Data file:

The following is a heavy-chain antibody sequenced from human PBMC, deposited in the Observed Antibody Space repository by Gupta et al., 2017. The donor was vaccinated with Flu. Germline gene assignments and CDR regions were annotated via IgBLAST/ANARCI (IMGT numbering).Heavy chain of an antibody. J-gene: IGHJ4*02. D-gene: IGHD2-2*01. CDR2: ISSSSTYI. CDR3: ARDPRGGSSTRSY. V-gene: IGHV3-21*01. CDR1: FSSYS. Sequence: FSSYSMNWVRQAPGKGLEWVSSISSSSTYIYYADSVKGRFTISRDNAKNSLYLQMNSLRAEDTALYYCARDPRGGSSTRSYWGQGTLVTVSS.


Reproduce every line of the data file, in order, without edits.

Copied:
The following is a heavy-chain antibody sequenced from human PBMC, deposited in the Observed Antibody Space repository by Gupta et al., 2017. The donor was vaccinated with Flu. Germline gene assignments and CDR regions were annotated via IgBLAST/ANARCI (IMGT numbering).Heavy chain of an antibody. J-gene: IGHJ4*02. D-gene: IGHD2-2*01. CDR2: ISSSSTYI. CDR3: ARDPRGGSSTRSY. V-gene: IGHV3-21*01. CDR1: FSSYS. Sequence: FSSYSMNWVRQAPGKGLEWVSSISSSSTYIYYADSVKGRFTISRDNAKNSLYLQMNSLRAEDTALYYCARDPRGGSSTRSYWGQGTLVTVSS.